I had a terror for a high school English teacher. Mechanics came first and a run-on sentence, a sentence fragment, or a comma blunder was an automatic F. It was possible to game her--write something extremely complex but correctly punctuated and she all but ignored the content or ideas.

But she did instill in me a strong ethic to write as mechanically cleanly as possible. Actually that does help clarify thought. Rereading for mechanics before hitting the Publish button often catches errors.

Horace Jeffery Hodges said...

Kevin, you've written "well..." in your post, but shouldn't there be a space between "well" and that ellipse?

Jeffery Hodges

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Nathan B. said...

Actually, Kevin, I didn't think your post uncharitable; I thought it a well-written little meditation on an important topic. I'm delighted, by the way, that you're back to blogging here!

Kevin Kim said...


Good to know there's another fellow "A-schooler" out there.


Thanks for the support, and thanks for reading.


I've long wrestled with spacing conventions, especially for certain punctuation marks. For ellipses, what I've settled on is at best an uncomfortable compromise. A quick perusal of Wikipedia (that unassailable authority) seems to indicate that there are many conventions. The one I would ideally follow says there are no spaces before and after the ellipsis in the middle of a sentence, whether the ellipsis indicates a pause or an elision. But on many word processors as well as within many "edit windows" online, if you leave no spaces before and after the ellipsis, the computer treats the word-ellipsis-word combination as a single word, bumping the entire expression down a line if it seems to be spilling over the edge. This makes for ugly reading. I've found that the best way to avoid this problem is to leave no space before the ellipsis, but leaving a space after it so as to allow the first word following the ellipsis to bump down a line, if need be.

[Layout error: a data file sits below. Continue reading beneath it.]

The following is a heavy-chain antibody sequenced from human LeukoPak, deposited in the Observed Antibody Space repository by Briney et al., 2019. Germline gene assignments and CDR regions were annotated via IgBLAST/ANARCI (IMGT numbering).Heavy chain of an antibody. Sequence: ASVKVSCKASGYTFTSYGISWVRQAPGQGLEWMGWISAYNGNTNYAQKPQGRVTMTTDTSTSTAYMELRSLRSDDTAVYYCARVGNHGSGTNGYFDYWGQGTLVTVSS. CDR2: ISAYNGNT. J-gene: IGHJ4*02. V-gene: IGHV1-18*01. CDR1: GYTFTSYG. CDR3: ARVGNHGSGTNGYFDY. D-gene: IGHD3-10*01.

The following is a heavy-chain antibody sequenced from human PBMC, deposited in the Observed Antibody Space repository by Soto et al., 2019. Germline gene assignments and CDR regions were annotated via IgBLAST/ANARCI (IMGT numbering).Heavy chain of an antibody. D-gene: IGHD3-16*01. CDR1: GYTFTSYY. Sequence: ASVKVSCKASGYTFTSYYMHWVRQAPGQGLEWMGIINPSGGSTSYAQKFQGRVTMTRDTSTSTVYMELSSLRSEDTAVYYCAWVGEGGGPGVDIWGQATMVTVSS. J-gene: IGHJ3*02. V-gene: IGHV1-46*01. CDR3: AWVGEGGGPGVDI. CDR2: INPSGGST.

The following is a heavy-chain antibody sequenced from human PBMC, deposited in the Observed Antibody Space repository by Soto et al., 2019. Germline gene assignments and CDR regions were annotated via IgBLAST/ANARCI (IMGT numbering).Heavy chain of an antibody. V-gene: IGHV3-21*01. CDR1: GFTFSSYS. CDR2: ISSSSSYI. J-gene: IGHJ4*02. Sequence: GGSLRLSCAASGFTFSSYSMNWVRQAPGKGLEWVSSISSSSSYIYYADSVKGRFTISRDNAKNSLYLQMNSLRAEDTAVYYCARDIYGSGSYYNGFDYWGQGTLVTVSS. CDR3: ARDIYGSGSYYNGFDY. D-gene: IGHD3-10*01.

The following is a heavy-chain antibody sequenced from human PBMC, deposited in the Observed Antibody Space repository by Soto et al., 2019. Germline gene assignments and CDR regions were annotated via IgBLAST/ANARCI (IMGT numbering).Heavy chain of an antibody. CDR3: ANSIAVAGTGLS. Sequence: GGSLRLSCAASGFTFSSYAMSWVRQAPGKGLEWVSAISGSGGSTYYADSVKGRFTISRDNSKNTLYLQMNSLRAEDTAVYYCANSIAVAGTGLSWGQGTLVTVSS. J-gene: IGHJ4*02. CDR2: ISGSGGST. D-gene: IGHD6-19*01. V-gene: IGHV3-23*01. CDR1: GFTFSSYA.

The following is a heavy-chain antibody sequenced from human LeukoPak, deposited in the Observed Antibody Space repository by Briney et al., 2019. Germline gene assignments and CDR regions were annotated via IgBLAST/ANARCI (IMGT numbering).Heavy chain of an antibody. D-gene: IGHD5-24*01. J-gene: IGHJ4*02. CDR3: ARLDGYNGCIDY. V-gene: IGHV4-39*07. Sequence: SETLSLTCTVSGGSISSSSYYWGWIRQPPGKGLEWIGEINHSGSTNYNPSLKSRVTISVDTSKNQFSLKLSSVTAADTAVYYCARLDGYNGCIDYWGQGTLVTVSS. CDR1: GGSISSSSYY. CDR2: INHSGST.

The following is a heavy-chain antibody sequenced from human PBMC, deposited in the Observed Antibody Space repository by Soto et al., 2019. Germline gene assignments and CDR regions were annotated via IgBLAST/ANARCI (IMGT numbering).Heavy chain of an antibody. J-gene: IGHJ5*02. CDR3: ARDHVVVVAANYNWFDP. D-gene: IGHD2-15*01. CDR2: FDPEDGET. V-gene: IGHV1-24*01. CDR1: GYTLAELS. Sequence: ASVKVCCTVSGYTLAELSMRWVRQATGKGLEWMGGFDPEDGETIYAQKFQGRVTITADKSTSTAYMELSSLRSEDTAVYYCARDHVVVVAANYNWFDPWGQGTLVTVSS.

The Wikipedia entry contends that the "standard" way to write ellipses is to leave spaces between the periods. This is the first time I've ever heard that, and it's obvious that the people who design word processing software think differently: many word processors will "auto-correct" three periods by cramming them together with super-tight spacing-- essentially converting them into a single character.